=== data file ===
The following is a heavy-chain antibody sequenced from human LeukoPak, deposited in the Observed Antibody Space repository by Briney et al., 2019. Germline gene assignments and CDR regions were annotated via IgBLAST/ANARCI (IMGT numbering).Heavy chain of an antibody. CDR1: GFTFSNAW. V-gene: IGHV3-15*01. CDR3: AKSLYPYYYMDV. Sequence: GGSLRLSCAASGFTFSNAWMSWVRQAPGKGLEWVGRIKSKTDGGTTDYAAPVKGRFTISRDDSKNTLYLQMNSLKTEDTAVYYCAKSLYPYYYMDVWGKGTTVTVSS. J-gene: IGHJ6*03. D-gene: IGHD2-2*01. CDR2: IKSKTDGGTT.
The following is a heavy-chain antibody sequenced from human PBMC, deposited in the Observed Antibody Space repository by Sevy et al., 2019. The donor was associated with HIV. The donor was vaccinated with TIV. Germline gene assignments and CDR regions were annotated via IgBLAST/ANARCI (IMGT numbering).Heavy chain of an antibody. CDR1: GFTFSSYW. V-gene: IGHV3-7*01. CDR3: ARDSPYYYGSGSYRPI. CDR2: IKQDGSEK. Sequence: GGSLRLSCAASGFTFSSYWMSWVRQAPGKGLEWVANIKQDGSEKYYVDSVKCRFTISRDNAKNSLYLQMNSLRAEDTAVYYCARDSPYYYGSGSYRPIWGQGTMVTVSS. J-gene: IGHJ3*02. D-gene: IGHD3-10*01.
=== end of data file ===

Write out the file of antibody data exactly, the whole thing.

The following is a heavy-chain antibody sequenced from human LeukoPak, deposited in the Observed Antibody Space repository by Briney et al., 2019. Germline gene assignments and CDR regions were annotated via IgBLAST/ANARCI (IMGT numbering).Heavy chain of an antibody. CDR1: GFTFSNAW. V-gene: IGHV3-15*01. CDR3: AKSLYPYYYMDV. Sequence: GGSLRLSCAASGFTFSNAWMSWVRQAPGKGLEWVGRIKSKTDGGTTDYAAPVKGRFTISRDDSKNTLYLQMNSLKTEDTAVYYCAKSLYPYYYMDVWGKGTTVTVSS. J-gene: IGHJ6*03. D-gene: IGHD2-2*01. CDR2: IKSKTDGGTT.
The following is a heavy-chain antibody sequenced from human PBMC, deposited in the Observed Antibody Space repository by Sevy et al., 2019. The donor was associated with HIV. The donor was vaccinated with TIV. Germline gene assignments and CDR regions were annotated via IgBLAST/ANARCI (IMGT numbering).Heavy chain of an antibody. CDR1: GFTFSSYW. V-gene: IGHV3-7*01. CDR3: ARDSPYYYGSGSYRPI. CDR2: IKQDGSEK. Sequence: GGSLRLSCAASGFTFSSYWMSWVRQAPGKGLEWVANIKQDGSEKYYVDSVKCRFTISRDNAKNSLYLQMNSLRAEDTAVYYCARDSPYYYGSGSYRPIWGQGTMVTVSS. J-gene: IGHJ3*02. D-gene: IGHD3-10*01.